They returned to Natchez and their home in 1863 to find the city occupied by Union troops.  Two years later, his wife Sarah passed away, leaving him with their two young children whose names were, Alfred Vidal Jr. and Lily.

Alfred sold Dunleith in 1866 to Hiram M. Baldwin of Natchez. He lived in the house for less than a year because he died suddenly in 1868. DunleithBritton and Koontz Bank. He became the owner and overseer.

Joseph Neibert Carpenter was the next to purchase Dunleith in 1886 for the depreciated price of twenty thousand dollars. He, along with his wife, Zipporah, and their three children Leslie, Agnes and Camille moved into Dunleith and it stayed in the Carpenter family from 1886-1976.
William F. Heins purchased the home in 1976 and operated a bed and breakfast there. In 1999, Mrs. Edward Worley and her son, Michael Worley, purchased the house.
“The Worley's spent a great deal of time and energy renovating and restoring the house and turned it into the inn that exists today. Dunleith boasts 26 guest rooms and suites, all of which have private bathrooms, antiques and antebellum period replica furniture and cable TV. Some have fireplaces and 16 feature whirlpool tubs. Of special interest to history lovers are the brick steps beside the house which are left from the original Routhland home that burned. There is also a dairy barn , The Gothic Carriage House, and the Castle Restaurant, which date back to the late 1700s and Routhland's early days. You'll also find a magnolia tree that is estimated to be over 250 years old.”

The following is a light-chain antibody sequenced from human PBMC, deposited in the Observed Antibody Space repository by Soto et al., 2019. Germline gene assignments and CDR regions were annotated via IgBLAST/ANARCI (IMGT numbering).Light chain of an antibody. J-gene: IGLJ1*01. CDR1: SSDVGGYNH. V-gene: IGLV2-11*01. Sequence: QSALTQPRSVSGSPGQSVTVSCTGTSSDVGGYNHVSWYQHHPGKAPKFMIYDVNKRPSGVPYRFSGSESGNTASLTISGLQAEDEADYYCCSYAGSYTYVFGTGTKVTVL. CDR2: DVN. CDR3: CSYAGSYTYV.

Recently, the owner Mr. Ed Worley passed away on his other property, Bowie’s Tavern. Both properties are now in the possession of Michael Worley, Ed’s son.

The beautiful home has changed hands many times over the years.  There have been several deaths on the property.  Although there is no recorded haunted history, reason suggests that over the years, with the fire at Routhland, with diseases moving through the area, war and other such events, that the conditions are just as favorable for a haunting there as any of the many other known haunted locations in Natchez. There have been EVPs caught around the house and the old magnolia tree and also higher EMF readings where there was no known electrical source.

Dunleith....haunted or not? My experience says yes, but you will have to visit and decide for
Historic Routh Cemetery

Timeline of Dunleith